The acclaimed performances of two-time Academy Award(R)-winner Michael Caine (Best Supporting Actor, THE CIDER HOUSE RULES, 1999; HANNAH AND HER SISTERS, 1986) and Brendan Fraser (THE MUMMY, GODS AND MONSTERS) power a styl... more »ish political thriller where love and war collide in Southeast Asia. Set in early 1950s Vietnam, a young American (Fraser) becomes entangled in a dangerous love triangle when he falls for the beautiful mistress of a British journalist (Caine). As war is waged around them, these three only sink deeper into a world of drugs, passion, and betrayal where nothing is as it seems. Based on the classic novel by Graham Greene -- you'll find yourself riveted by the fascinating intricacies and ever-developing intrigue of this outstanding motion picture.« less
George K. from COLCHESTER, CT Reviewed on 5/24/2016...
Marvelous tale of intrigue and deceit in 1950's Vietnam. A lovers' triangle in a war zone has a distressing and sad outcome.
Michael Caine and Brendan Fraser are totally convincing, as is the lovely Do Thi Hai Yen.
Anthony C. (upsidedownpi) from SAMMAMISH, WA Reviewed on 3/8/2010...
Michael Caine is excellent (as always). A fine addition to a collection.
B Doris D. (Frenchie300) from DETROIT, MI Reviewed on 11/9/2008...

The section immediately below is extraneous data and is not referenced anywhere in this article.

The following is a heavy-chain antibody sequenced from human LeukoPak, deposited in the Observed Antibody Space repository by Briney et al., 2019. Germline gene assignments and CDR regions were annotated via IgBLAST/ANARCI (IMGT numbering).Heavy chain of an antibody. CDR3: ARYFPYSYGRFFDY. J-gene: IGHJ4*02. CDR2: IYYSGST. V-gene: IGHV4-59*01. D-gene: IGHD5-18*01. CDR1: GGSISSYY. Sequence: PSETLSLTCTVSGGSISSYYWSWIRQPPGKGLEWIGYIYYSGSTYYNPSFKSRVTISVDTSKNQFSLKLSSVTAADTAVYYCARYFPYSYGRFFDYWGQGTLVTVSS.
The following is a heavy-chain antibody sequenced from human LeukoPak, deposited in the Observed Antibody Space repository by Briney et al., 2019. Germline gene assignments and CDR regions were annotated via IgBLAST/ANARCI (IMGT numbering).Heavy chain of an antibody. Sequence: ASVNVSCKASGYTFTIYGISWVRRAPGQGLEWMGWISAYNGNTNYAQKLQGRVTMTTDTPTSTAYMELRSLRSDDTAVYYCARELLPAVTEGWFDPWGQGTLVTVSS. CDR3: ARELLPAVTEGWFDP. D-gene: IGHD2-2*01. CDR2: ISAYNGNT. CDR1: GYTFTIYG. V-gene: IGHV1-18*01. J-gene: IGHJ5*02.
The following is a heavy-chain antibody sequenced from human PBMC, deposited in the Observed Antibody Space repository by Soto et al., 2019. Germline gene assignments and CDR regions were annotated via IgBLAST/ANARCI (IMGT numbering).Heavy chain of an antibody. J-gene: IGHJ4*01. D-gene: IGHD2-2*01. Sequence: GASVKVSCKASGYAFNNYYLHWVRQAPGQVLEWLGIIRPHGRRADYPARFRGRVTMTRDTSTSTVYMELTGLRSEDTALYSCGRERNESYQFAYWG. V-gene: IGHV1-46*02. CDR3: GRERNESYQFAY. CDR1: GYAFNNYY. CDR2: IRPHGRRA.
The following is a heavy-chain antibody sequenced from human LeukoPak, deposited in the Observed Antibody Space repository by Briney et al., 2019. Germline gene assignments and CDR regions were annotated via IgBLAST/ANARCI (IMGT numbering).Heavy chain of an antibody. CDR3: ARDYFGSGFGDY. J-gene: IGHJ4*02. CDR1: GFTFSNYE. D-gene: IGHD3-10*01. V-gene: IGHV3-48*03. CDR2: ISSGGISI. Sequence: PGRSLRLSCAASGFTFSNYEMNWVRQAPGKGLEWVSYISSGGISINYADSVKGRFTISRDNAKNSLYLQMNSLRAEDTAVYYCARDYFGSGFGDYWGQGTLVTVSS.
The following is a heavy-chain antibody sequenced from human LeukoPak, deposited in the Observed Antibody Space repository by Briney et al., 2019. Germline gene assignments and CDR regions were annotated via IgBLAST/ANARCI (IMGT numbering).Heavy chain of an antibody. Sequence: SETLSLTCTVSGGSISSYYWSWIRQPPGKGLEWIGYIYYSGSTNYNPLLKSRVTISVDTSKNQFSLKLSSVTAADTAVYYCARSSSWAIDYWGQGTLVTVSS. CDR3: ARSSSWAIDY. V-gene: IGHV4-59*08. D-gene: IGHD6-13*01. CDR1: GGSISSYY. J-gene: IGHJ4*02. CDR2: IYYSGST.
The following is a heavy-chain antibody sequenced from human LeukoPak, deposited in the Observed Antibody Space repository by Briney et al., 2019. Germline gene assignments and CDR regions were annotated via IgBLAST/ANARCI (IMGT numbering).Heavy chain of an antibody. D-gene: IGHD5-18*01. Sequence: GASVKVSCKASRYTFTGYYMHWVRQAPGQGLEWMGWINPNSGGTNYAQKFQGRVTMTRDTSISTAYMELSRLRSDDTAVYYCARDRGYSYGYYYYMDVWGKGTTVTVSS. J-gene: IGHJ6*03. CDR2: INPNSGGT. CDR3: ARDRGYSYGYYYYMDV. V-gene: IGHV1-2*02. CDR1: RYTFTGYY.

A must see for anyone interested in how America got involved in Vietnam. While this film is based on Graham Greene's novel there is no doubt that that it contains a seed of truth. As Thomas Fowler, Michael Caine's performance does not disappoint.
Lisa J. (farmdog) from ATLANTA, GA Reviewed on 4/4/2008...
Pretty mediocre. I couldn't care about any of the characters in this film. I really like Brendan Fraser, but he was miscast in this film, and he seems to know it.
1 of 2 member(s) found this review helpful.
LOVE AND WAR IN INDOCHINA
S. Calhoun | Chicago, IL United States | 02/09/2003
(5 out of 5 stars)
"THE QUIET AMERICAN is a successful and intriguing adaptation of Graham Greene's classic novel. In 1952 a veteran British journalist (Michael Caine) is stationed in Saigon to cover the events of the French Indochina War. Caine meets a young idealistic American doctor (Brendan Fraser) at an outdoor cafe and they soon become friends. But soon enough their friendship becomes complicated when Fraser becomes attracted to Caine's girlfriend (Do Thi Hai Yen) who is a beautiful Vietnamese woman.What follows is an often suspenseful film that addresses the battle of French colonialism against the Communist advance from the north and the role of a third party to defeat the two former enemies. Caught in the middle is Caine, Fraser and the woman that they both love as they navigate the dramatic changes which are occurring in Vietnam each day. Caine discover that people are not who they claim to be.One of the most stunning aspects of THE QUIET AMERICAN is the cinematography by Christopher Doyle which captures the beautiful green and lush Vietnamese countryside filled with mountains and lakes and rivers. I have to admit that prior to deeing this film I was not a big fan of Michael Caine, but his performance is admirable and convincing. I now understand why he was nominated for an Oscar -- and I believe he is a strong contender. THE QUIET AMERICAN is one of the best films I have seen in some time."